Krissa: The work-life balance. It might be easier to have a work-life balance when you’re an employee of someone else. You can clock off at 6 and do whatever you want. But when you’re working at your own company, especially one with your best friend, your brain is constantly ticking.
DJ: I have to keep reminding Krissa to each lunch! [laughs]
What about the best part?
Krissa: The freedom. There is a freedom you get when you’re doing your own thing. I might be putting in way more hours than any job before but it doesn’t feel like work. And it doesn’t feel like anything is a waste of time. You learn so much as an entrepreneur and as a startup founder – I’ve never felt my brain so alive in my life
DJ: The best part is working to my own schedule. I set my own hours and I’m motivated to do stuff I’m passionate about, because I’m growing something that’s mine.
What’s a typical day like?
DJ: A typical day at a startup? [laughs] I don’t know…
Krissa: I think a day to day schedule is a bit hard to say but we definitely have seasons where we spend 2-4 weeks in planning mode, and then all the campaigns go live – then it’s in cruise mode. Then it’s back to planning mode – definitely keeps you on your toes.
DJ: It’s experimental. We experiment to see what’s working and what’s not, we get feedback on what people need or want, and we tailor our work according those objectives.
How has being a Third Culture Kid helped your career?
Krissa: Our TCK background has enabled us to build out a startup and manage our own lives and future. For me, being a TCK means you’re forced to be exposed to different people, places and culture at a young age, and you’re more tolerant and easygoing at an early age. At networking events, common feedback we get is that we seem very approachable.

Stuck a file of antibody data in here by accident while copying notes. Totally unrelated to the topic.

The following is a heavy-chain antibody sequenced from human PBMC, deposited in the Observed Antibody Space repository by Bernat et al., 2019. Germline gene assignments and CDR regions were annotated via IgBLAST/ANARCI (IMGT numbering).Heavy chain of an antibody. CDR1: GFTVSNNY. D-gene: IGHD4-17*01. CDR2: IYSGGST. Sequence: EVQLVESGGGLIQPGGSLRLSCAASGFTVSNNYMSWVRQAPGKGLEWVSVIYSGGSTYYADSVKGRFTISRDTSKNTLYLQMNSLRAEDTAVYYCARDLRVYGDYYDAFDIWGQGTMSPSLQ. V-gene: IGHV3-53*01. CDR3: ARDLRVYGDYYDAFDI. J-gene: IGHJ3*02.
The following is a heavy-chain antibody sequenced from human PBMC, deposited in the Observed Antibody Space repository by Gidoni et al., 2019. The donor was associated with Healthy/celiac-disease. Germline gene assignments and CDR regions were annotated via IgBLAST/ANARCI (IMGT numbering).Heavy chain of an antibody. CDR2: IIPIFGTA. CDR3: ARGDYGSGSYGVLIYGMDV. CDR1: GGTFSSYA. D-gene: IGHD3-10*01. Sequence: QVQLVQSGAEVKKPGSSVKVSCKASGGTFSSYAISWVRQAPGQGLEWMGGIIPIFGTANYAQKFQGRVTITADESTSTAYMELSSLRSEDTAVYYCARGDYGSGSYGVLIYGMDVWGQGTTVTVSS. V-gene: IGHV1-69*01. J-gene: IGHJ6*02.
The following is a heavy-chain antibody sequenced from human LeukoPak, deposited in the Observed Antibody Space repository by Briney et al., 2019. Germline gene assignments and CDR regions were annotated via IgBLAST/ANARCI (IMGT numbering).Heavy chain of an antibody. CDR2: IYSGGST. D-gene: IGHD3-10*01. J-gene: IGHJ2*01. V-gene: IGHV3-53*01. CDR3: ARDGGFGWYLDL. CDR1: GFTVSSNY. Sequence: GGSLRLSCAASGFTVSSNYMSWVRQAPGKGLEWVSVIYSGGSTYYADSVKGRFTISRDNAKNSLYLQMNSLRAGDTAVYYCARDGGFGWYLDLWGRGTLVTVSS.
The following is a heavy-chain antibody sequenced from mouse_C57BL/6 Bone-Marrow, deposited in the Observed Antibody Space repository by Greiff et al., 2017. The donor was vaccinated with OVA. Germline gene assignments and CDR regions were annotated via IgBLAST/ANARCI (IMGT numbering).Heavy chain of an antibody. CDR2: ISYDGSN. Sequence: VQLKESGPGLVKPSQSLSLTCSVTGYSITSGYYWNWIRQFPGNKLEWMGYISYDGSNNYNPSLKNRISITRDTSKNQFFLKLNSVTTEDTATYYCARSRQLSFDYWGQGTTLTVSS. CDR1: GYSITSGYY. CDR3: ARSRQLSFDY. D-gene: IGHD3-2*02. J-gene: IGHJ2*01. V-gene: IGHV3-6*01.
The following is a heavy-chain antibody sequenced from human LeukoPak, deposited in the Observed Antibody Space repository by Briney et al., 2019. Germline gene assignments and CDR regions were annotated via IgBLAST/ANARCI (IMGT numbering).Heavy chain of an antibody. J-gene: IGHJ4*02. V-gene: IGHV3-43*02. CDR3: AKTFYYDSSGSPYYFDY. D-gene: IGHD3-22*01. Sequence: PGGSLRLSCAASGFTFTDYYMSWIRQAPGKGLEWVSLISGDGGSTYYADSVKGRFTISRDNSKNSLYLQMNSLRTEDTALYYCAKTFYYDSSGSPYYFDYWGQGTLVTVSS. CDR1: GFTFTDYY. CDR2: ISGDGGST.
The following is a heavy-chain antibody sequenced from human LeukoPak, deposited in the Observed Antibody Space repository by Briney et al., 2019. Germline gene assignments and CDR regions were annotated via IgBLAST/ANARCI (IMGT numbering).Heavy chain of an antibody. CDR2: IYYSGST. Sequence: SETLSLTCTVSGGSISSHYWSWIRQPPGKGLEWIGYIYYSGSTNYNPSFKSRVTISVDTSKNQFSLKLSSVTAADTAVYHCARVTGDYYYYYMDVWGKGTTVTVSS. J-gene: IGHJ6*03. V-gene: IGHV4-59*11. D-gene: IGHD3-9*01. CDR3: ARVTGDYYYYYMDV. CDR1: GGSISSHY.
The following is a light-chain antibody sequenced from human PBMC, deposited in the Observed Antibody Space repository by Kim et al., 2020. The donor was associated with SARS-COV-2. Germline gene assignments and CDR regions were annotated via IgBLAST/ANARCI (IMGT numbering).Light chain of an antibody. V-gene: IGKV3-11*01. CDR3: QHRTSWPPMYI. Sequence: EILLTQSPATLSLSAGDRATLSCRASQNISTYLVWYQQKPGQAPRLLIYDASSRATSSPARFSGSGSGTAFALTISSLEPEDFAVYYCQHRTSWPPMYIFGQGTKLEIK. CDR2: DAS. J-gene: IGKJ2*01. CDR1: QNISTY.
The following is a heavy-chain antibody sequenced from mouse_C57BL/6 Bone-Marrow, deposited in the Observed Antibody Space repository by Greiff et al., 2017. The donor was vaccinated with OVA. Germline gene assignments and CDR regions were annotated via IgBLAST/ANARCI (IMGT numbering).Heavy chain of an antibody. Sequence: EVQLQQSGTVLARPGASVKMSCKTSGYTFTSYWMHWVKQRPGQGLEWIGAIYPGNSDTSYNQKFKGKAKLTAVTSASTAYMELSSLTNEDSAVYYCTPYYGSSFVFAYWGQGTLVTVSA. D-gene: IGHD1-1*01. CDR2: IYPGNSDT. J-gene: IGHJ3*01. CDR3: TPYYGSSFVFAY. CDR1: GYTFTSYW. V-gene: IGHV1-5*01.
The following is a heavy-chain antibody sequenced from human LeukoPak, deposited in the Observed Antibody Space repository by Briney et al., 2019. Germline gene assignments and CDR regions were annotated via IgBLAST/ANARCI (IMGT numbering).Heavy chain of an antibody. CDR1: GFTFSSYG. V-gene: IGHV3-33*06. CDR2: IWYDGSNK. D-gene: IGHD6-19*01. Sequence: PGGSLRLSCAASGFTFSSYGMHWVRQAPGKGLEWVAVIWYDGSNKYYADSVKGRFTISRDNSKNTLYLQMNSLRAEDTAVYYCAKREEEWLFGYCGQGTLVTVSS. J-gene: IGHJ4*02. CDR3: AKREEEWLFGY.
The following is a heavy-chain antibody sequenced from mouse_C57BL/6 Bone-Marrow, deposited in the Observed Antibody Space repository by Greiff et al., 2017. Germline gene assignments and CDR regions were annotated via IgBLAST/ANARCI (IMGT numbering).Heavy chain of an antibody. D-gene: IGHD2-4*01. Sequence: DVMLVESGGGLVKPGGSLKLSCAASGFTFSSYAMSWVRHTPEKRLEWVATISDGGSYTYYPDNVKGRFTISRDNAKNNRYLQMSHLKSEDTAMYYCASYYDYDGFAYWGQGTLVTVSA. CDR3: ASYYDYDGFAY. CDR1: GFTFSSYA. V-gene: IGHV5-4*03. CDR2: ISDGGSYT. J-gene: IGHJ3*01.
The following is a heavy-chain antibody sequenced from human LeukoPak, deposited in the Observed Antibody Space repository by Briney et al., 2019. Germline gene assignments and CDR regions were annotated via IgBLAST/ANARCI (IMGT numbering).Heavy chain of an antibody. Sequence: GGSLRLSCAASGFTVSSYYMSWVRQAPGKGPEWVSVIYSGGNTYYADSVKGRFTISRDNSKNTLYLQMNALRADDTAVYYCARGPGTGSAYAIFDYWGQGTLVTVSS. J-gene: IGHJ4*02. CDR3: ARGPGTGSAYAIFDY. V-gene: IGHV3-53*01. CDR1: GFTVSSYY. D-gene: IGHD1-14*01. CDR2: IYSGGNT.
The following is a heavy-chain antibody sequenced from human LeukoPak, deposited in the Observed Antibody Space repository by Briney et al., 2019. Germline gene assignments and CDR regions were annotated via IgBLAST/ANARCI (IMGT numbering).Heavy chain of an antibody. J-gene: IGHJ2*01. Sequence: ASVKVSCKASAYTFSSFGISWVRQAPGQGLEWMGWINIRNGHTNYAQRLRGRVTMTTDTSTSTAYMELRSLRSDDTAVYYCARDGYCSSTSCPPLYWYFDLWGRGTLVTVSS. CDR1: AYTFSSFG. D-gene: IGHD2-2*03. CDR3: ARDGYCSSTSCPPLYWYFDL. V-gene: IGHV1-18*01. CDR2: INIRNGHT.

How has being a Third Culture Kid hurt your career?
DJ: It’s meant that I’ve never really been settled on one thing – it gives you itchy feet being a TCK. You’re always looking for something new after about 5 years, and that can be damaging if you’re looking for a long term career.
Krissa: Do you know how painful it is setting up a travel company, where you’re sitting in an office trying to make it happen while you’re encouraging people to do otherwise? At work we constantly look at travel pictures, travel websites, travel blogs…
At FOF Travel, are you looking to hire Third Culture Kids?
DJ: We’re looking to hire in the next year, and when we do, being a TCK will be a big plus point on a CV. We’re drafting up mock job descriptions, and one of the requirements is that you must have a love of travel, and with TCKs that’s pretty much inevitable.
What advice would you give to a Third Culture Kid who wants to start their own company?
DJ: Planning is very important, but it shouldn’t dictate what you do. If there’s one thing I’ve learned – plans can change from day to day. All of the plans I had a year ago are just completely different now – so while plans are important, you should make sure you are also flexible.
Krissa: Follow your bliss. If you just stay true to yourself and believe in an idea or a passion or a skill, just trust that you’re on the right path. As long as you believe in it and have a passion for it – passion will drive you forward.
Also for TCKs, just take a step back and realize how fortunate and lucky you are because you’ve grown up with a enormous amount of exposure to the world, and gives you an advantage over everybody – so this is your chance to do something with that.